An affectionate but meticulously researched history of one of the most beautiful and best-loved corners of England – Crosthwaite Parish, nestling deep within the mountains and valleys of the Lake District.
Bounded by the peaks of Scafell, Skiddaw and Helvellyn, and embracing such well-known landmarks as Borrowdale, Derwentwater and Keswick town, the rugged landscape of Crosthwaite Parish excites passion in all those who know and love it.
Crosthwaite Parish also boasts a remarkable history. Its 90 square miles were governed, from medieval times, by 18 annually chosen 'customary tenants'. After the opening up of Lakeland in the late 18th century, Crosthwaite was at the centre of the landscape that intoxicated the Lake Poets, but in the 19th century, the Victorian state killed off the old parish system, sweeping away the benign rule of the 18 Men. A degree of redemption was at hand, however: Canon Rawnsley, vicar of Crosthwaite from 1883, pledged to defend the Lake District for future generations. Thus did Crosthwaite become the crucible of the National Trust and blazed a trail for a wider movement to preserve the English landscape.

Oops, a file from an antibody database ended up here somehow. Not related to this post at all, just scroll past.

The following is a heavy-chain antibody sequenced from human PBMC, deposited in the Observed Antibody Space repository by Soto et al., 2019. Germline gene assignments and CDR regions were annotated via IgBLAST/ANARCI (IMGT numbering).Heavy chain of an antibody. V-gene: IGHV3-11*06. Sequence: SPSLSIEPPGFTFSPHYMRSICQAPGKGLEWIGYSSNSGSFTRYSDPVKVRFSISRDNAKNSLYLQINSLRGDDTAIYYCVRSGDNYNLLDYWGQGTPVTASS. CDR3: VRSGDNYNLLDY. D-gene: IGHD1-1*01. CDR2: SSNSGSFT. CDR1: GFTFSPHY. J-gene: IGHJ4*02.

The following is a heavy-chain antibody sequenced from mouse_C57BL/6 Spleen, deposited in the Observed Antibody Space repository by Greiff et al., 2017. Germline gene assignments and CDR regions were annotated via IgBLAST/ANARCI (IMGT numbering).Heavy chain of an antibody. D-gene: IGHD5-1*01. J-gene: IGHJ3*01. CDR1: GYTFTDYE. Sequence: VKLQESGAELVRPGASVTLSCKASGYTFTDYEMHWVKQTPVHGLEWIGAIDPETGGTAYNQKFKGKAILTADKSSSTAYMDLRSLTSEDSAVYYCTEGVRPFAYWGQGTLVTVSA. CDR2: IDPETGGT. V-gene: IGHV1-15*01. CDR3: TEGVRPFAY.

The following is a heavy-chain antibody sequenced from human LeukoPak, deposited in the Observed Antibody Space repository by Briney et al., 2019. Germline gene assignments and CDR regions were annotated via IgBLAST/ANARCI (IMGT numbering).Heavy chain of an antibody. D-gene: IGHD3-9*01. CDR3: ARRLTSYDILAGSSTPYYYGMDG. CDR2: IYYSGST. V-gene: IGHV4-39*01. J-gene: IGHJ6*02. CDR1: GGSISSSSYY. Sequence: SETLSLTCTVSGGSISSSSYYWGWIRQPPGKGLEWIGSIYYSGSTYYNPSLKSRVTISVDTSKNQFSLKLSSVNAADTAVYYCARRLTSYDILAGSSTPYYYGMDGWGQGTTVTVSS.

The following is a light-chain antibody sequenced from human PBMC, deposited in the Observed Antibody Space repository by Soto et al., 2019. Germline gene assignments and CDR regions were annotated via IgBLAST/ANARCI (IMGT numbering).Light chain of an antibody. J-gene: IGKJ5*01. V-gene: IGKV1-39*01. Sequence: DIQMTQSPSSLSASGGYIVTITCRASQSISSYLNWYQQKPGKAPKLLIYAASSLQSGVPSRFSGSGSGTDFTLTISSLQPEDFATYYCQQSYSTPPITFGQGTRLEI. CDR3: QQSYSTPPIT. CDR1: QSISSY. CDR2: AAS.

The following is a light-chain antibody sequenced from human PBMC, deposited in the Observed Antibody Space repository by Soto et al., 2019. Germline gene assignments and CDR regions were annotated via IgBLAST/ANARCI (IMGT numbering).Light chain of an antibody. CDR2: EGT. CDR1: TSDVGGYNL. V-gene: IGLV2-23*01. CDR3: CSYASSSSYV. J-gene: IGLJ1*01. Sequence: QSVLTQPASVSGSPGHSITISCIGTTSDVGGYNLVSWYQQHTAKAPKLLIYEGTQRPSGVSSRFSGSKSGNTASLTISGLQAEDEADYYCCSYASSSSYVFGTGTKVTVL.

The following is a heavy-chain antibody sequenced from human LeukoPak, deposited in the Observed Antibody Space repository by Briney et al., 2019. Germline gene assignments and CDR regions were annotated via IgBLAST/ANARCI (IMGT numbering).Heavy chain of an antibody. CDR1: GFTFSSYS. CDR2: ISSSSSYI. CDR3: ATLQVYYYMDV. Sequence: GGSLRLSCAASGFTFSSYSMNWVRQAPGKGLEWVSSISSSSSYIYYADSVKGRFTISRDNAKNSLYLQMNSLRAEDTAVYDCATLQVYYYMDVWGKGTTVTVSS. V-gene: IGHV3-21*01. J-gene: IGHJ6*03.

Writing with a historian's rigour allied to a deep love of Lakeland, Philippa Harrison has produced a magisterial and fascinating record of a parish with a unique social, cultural and aesthetic resonance in English history.